Perhaps the single most effective tool for measuring the long-term, ongoing migration of taxpayers and incomes out of forced-unionism states and into Right to Work states is furnished by the Statistics of Income (SOI) division of the IRS.
And today any interested person can easily access SOI data on the “state to state migration” page of the web site of the Washington, D.C.-based Tax Foundation or the How Money Walks web site, maintained by financial writer Travis Brown.
The SOI division records the number of personal income filers who move (typically with their dependents, if they have any) across state lines, based on address changes shown on their tax returns. The SOI data are arranged according to the year taxes are filed.
For example, the most recent available annual data (for the Tax Filing Year 2013, available at the link below) show that a total of nearly 1.70 million tax filers were residing that year in a Right to Work state after residing somewhere else in the U.S. in the previous year.
(Since the ban on compulsory union dues and fees in Wisconsin, the most recent state to enact a Right to Work law, took effect only this year, it is regarded as a forced-dues state in this analysis. Indiana and Michigan, whose Right to Work laws took effect in 2012 and 2013, respectively, are excluded.)
Meanwhile, roughly 1.55 million tax filers were residing in a Right to Work state in 2012, but filed from somewhere else in the U.S. in 2013. That means a net total of roughly 146,000 tax filers moved from a forced-unionism state to a Right to Work state between 2012 and 2013.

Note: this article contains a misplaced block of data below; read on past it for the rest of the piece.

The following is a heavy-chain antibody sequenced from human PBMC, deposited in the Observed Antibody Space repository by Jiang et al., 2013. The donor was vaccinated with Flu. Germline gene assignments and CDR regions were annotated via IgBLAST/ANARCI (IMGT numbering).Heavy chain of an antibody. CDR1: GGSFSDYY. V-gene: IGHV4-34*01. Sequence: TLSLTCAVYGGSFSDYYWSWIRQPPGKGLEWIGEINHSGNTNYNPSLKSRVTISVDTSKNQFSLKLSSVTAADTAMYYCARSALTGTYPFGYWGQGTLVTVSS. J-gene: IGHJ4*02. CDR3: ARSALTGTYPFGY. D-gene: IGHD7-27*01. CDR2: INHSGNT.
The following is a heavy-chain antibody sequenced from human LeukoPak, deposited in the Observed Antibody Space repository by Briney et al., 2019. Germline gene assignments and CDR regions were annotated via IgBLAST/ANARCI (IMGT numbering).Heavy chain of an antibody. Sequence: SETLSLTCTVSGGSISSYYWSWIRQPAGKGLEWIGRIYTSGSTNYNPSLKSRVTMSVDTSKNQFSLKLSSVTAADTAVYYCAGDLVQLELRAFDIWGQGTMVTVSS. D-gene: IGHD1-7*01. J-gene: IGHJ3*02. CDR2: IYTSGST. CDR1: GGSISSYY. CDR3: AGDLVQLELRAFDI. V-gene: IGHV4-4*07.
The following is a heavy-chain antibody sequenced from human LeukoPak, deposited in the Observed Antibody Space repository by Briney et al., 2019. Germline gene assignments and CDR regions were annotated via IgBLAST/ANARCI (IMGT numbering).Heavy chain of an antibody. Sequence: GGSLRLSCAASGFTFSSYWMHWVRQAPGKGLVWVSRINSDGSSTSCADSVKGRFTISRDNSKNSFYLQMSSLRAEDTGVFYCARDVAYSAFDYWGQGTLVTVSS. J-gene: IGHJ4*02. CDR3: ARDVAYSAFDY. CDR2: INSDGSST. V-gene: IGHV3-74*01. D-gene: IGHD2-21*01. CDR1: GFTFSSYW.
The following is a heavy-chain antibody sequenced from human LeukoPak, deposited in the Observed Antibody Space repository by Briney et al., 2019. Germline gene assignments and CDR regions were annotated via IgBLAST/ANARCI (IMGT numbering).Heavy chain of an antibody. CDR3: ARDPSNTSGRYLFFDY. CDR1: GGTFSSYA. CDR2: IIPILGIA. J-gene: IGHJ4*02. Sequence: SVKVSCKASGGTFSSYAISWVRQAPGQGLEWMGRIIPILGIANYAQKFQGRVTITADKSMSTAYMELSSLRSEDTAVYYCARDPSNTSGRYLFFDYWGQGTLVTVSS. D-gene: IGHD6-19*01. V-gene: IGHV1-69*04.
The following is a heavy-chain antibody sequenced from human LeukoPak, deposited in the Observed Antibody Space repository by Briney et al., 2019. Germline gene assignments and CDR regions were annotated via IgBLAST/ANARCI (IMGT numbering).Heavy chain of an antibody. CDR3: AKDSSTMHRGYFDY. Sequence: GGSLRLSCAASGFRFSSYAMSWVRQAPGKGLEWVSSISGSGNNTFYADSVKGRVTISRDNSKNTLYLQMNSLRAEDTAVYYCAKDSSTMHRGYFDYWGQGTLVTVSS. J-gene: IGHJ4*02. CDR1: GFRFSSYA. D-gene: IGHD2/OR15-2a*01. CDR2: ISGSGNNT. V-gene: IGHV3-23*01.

The SOI division also calculates and makes available to the public the aggregate adjusted gross incomes for tax filers in the year immediately following their move.
Personal income tax filers moving to a Right to Work state between 2012 and 2013 reported a total of $104.8 billion in income in 2013, or $61,687 per filer. Tax filers moving out of a Right to Work state over the same period reported a total of $85.2 billion in income in 2013, or $54,826 per filer.
Both because of their substantial taxpayer losses due to net domestic out-migration, and because the taxpayers they gained reported significantly less income per capita than the taxpayers they lost, forced-dues states lost a total of $18.2 billion in adjusted gross income in a single year.
Moreover, 12 of the 13 states suffering the worst net losses of annual income, in absolute terms, due to taxpayer out-migration from 2012 to 2013 lack Right to Work laws.
This was no isolated occurrence. SOI migration data going back to the 1991 tax filing year (the first year for which such data are available) consistently show forced-unionism states losing billions of dollars a year in income due to taxpayers and their families “voting with their feet” in favor of Right to Work.
A follow-up post on the National Institute for Labor Relations Research web site will furnish additional information about the long-term trend in the exodus of taxpayers and their families out of compulsory-unionism states.